Pathfinder 2 takes an entirely different look at multi-classing. No longer do players "take another class". Instead, Pathfinder has doubled-down on feats customization, allowing players to take feats that give them other class abilities. Archetype feats allow a character to open up abilities from other classes through "feat trees". These "feat trees" allow a player to tailor their characters in a multitude of ways.


Character Advancement

New Ways of Leveling Up: one of the key components of "Old School" gaming has always been "XP" or experience points. Characters earn XP for killing monsters, they gain a level, and then they continue adding XP while the bar to make the next level increases. One of the biggest "house rules" I see today are people who instead use "benchmarks" for leveling.

Pathfinder 2nd Edition takes something of a middle ground here. Instead of an ever-increasing goal to reach, the static number is 1,000 XP per level. Creatures and challenges give XP based upon their difficulty to the group. In other words they scale as the characters gain level. Once a character reaches 1,000 XP, they level up and go back to 0 XP.


Modes of Play

While it has always been something of an unspoken thing in Dungeons & Dragons, Pathfinder 2nd Edition has codified three distinct play modes in the game. Abilities work differently (or may not work at all) depending upon which mode the players are in.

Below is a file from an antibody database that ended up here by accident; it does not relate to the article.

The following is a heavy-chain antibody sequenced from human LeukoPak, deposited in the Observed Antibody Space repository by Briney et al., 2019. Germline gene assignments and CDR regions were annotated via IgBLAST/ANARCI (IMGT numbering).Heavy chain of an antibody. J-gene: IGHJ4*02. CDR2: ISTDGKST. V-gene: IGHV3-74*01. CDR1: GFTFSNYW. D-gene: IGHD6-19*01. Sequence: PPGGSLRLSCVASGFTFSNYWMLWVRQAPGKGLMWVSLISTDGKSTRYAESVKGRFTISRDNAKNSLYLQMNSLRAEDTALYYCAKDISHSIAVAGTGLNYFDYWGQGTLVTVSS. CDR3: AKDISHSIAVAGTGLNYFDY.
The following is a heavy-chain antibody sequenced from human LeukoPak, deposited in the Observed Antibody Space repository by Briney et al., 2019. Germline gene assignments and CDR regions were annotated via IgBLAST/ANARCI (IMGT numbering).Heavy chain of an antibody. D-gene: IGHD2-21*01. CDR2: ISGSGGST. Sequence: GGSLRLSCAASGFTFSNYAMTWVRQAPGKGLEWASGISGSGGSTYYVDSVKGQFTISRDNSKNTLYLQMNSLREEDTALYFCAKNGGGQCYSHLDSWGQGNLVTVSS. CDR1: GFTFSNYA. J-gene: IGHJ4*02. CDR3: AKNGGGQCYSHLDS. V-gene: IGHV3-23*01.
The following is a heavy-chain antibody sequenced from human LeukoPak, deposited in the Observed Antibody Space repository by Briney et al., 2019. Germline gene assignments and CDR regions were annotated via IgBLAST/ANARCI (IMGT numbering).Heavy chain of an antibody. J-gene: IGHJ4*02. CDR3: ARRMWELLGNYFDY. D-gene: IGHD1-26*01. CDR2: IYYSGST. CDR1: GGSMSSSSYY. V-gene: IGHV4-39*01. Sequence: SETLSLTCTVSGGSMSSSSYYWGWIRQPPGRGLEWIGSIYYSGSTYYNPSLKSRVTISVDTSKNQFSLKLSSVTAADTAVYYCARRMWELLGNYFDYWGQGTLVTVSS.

• Encounter: Also known as Combat mode. This is the mode most familiar to players and is the most structured. Action economy has changed, but should still be mostly recognizable.

  • Exploration: 10 minute increments! This is the time spent exploring a dungeon or walking through the forest.

  • Downtime: This mode is spent in 1 day increments and is used for things like crafting, working, treating diseases, traveling, and the like.


Actions:

In Encounter Mode, characters receive 3 actions. They can choose to use these actions in any way they see fit. This is far more simple than even Dungeons & Dragons 5e. If you want to move, it's an action. Attack, it's an action. Drink a potion, it's an action. Reactions can by used at anytime the trigger for them are met. Free actions still exist as well.


Perception:

Like many other aspects of PF2, perception is now a grade or level and is no longer a skill. There are 4 different stages of detection: Unnoticed, Undetected, Hidden, Observed.